A major source of POMC is the pars intermedia (neurointermediate lobe, NIL, in teleosts) and pars distalis (PD) of the pituitary gland, and the final products in each lobe are different because of tissue-specific post-translational processing (Smith and Funder, 1988; Castro and Morrison, 1997; Raffin-Sanson et al., 2003; Kasper et al., 2006; Takahashi and Kawauchi, 2006b). For example, ACTH is a product of the PD, and α-MSH is a product of the NIL.
The presence of five subtypes – MC1R to MC5R – has been reported for MCR (Mountjoy et al., 1992; Mountjoy, 2000; Gantz and Fong, 2003). These subtypes are distributed in bodies in a rather subtype-specific manner, and are associated with a variety of biological processes conveyed by MC peptides. Of the subtypes, MC1R and MC2R are the classical α-MSH and ACTH receptors, respectively (Mountjoy, 2000; Gantz and Fong, 2003). Many experiments on the binding affinity of each subtype vs. a variety of MC peptides have been conducted using a solely expressed MCR molecule in a transfected cell line (Cone, 2000; Schiöth et al., 2005). These procedures have characterized a remarkable difference between MC2R and the other MCRs – while MC2R binds ACTH, but not MSH, the other MCRs bind both ACTH and MSH. These methods have also contributed to the development of many MC peptide-related antagonists and agonists (Cone, 2003). However, increasing biochemical and biophysical evidences have indicated that GPCRs have been shown to form heterodimers or heterooligomers with various biochemical and/or pharmacological activities that are distinct from those of the corresponding monomers or homomers (Satake and Sakai, 2008; Rozenfeld and Devi, 2011).
The presence or absence of an acetyl group at the N-terminal of α-MSH is involved in the regulation of this peptide’s biological activities. In frogs, pigment-dispersing activities in chromatophores are enhanced by the presence of an acetyl group (Ebelre, 1988), while desacetyl (Des-Ac)-α-MSH stimulates lipid mobilization in the liver of rainbow trout (Yada et al., 2000). Moreover, diacetyl (Di-Ac)-α-MSH, which has acetyl groups at the N and O positions of the N-terminal Ser residue, demonstrates substantial cortisol-releasing activity on the head kidney in tilapia (Lamers et al., 1992). This activity is followed by Des-Ac-α-MSH and α-MSH in order of potency. Namely, these results suggest that the number of acetyl groups on α-MSH-related peptides may influence ligand–receptor interactions, and that the biological activities of these peptides are not always proportional to the degree of acetylation. These findings are also different from pharmacological properties demonstrating that the interactions of α-MSH and Di-Ac-α-MSH via solely expressed MCRs are greater than those of Des-Ac-α-MSH (Schiöth et al., 1996; Sánchez et al., 2009a,b, 2010). We have obtained evidence solving these paradoxical results using bf flounder as well as other fish such as Jpn flounder and goldfish, as described farther on.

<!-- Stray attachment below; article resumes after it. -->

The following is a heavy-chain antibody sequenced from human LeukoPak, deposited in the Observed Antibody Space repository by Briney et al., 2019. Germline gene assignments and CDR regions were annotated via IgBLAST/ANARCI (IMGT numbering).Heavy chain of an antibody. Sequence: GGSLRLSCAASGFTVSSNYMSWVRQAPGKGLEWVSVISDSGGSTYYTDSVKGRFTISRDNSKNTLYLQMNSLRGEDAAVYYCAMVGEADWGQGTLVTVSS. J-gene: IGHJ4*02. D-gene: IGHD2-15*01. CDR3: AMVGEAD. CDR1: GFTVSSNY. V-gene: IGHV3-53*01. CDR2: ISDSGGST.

POMC and MC Peptides in Flounders
While most teleosts have two POMC subtypes, probably caused by gene duplication events during fish evolution, we first reported that three pomc subtypes are expressed in the pituitary gland of bf flounders (Takahashi et al., 2005). Two of the POMC types (A and B) contain two MC sequences corresponding to α- and β-MSH, and 1 β-END, as is the case for other teleosts. The third POMC, namely POMC-C, is composed of α- and β-MSH, and a β-END remnant, which appears to be secondarily mutated after divergence from the strain leading to POMC-A and -B. Therefore, it is conceivable that POMC-C may have lost the bifunctional role as a precursor for both MC peptides and β-END, and became specialized for the precursor of MC peptides, the so-called promelanocortin, as we previously mentioned (Takahashi et al., 2005; Takahashi and Kawauchi, 2006a). While the amino acid sequence of α-MSH – including α-MSH-A and -B derived from bf flounder POMC-A and -B, respectively – is most conserved among the several MSH types, bf flounder α-MSH-C derived from POMC-C differs by one residue with respect to the sequences of α-MSH – at position 13 (Thr-amide in α-MSH-C vs. Val-amide α-MSH; Takahashi et al., 2005).
Pomcs are expressed in both the PD and NIL of the bf flounder pituitary gland (Takahashi et al., 2006). In these lobes, POMCs are cleaved into several biologically active peptides. The major products in the PD are ACTH, while a part of ACTH is further cleaved into Des-Ac-α-MSH, and those in the NIL are Des-Ac-α-MSH, α-MSH, Di-Ac-α-MSH, β-MSH, and C-terminally truncated N-Ac-β-END. Thus, the differences between the PD and NIL reside in the final products, including the occurrence of acetylation.
The pomc-a transcripts are most predominant in the pituitary, where pomc-b transcripts are second in predominance (Kobayashi et al., 2009). While pomc-c is expressed in the pituitary, this gene is also expressed in the eyed side and non-eyed side skin of the flounder. While pomc-c transcripts are detected at extremely low concentrations in the skin compared to that in the pituitary, their total amounts in whole skins are comparable to those of pomc-a in whole pituitary glands. Des-Ac-α-MSH-C derived from POMC-C is also observed from bf flounder skin extracts, indicating that the skin is another major source of α-MSH-related peptides.